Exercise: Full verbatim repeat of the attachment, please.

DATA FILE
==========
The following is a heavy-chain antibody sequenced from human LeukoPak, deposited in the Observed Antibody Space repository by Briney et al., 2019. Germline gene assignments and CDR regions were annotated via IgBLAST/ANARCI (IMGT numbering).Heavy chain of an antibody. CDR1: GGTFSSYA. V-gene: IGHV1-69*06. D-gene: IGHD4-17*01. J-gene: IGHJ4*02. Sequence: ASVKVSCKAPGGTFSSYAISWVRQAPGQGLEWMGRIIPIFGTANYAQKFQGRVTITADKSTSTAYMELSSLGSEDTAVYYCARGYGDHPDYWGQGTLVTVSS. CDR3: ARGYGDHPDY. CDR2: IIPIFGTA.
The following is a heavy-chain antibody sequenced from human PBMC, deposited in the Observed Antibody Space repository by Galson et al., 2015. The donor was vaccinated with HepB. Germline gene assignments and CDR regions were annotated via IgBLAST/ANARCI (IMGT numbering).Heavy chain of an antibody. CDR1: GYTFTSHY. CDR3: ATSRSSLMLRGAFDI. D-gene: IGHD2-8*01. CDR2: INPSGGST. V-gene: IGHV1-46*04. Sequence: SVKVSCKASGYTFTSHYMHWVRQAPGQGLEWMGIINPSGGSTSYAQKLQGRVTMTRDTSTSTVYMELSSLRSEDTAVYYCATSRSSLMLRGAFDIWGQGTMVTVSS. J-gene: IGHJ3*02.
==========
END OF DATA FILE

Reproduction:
The following is a heavy-chain antibody sequenced from human LeukoPak, deposited in the Observed Antibody Space repository by Briney et al., 2019. Germline gene assignments and CDR regions were annotated via IgBLAST/ANARCI (IMGT numbering).Heavy chain of an antibody. CDR1: GGTFSSYA. V-gene: IGHV1-69*06. D-gene: IGHD4-17*01. J-gene: IGHJ4*02. Sequence: ASVKVSCKAPGGTFSSYAISWVRQAPGQGLEWMGRIIPIFGTANYAQKFQGRVTITADKSTSTAYMELSSLGSEDTAVYYCARGYGDHPDYWGQGTLVTVSS. CDR3: ARGYGDHPDY. CDR2: IIPIFGTA.
The following is a heavy-chain antibody sequenced from human PBMC, deposited in the Observed Antibody Space repository by Galson et al., 2015. The donor was vaccinated with HepB. Germline gene assignments and CDR regions were annotated via IgBLAST/ANARCI (IMGT numbering).Heavy chain of an antibody. CDR1: GYTFTSHY. CDR3: ATSRSSLMLRGAFDI. D-gene: IGHD2-8*01. CDR2: INPSGGST. V-gene: IGHV1-46*04. Sequence: SVKVSCKASGYTFTSHYMHWVRQAPGQGLEWMGIINPSGGSTSYAQKLQGRVTMTRDTSTSTVYMELSSLRSEDTAVYYCATSRSSLMLRGAFDIWGQGTMVTVSS. J-gene: IGHJ3*02.